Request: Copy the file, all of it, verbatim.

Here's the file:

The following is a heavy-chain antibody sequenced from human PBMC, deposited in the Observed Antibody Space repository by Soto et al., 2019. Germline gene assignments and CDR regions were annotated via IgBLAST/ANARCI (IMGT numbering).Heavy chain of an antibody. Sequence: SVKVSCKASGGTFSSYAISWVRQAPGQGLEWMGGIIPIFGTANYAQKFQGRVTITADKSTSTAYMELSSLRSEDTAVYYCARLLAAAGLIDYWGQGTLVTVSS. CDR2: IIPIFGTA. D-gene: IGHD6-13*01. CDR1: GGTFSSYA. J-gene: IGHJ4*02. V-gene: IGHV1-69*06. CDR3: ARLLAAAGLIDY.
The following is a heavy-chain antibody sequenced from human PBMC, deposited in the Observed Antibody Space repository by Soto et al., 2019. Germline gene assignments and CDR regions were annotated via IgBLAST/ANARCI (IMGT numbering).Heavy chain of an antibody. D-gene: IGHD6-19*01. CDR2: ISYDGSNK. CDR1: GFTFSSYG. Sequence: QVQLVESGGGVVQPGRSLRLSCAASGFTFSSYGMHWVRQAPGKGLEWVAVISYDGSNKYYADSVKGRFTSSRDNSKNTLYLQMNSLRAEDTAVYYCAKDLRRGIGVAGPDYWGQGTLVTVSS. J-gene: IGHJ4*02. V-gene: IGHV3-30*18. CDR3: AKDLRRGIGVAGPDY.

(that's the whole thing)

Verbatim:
The following is a heavy-chain antibody sequenced from human PBMC, deposited in the Observed Antibody Space repository by Soto et al., 2019. Germline gene assignments and CDR regions were annotated via IgBLAST/ANARCI (IMGT numbering).Heavy chain of an antibody. Sequence: SVKVSCKASGGTFSSYAISWVRQAPGQGLEWMGGIIPIFGTANYAQKFQGRVTITADKSTSTAYMELSSLRSEDTAVYYCARLLAAAGLIDYWGQGTLVTVSS. CDR2: IIPIFGTA. D-gene: IGHD6-13*01. CDR1: GGTFSSYA. J-gene: IGHJ4*02. V-gene: IGHV1-69*06. CDR3: ARLLAAAGLIDY.
The following is a heavy-chain antibody sequenced from human PBMC, deposited in the Observed Antibody Space repository by Soto et al., 2019. Germline gene assignments and CDR regions were annotated via IgBLAST/ANARCI (IMGT numbering).Heavy chain of an antibody. D-gene: IGHD6-19*01. CDR2: ISYDGSNK. CDR1: GFTFSSYG. Sequence: QVQLVESGGGVVQPGRSLRLSCAASGFTFSSYGMHWVRQAPGKGLEWVAVISYDGSNKYYADSVKGRFTSSRDNSKNTLYLQMNSLRAEDTAVYYCAKDLRRGIGVAGPDYWGQGTLVTVSS. J-gene: IGHJ4*02. V-gene: IGHV3-30*18. CDR3: AKDLRRGIGVAGPDY.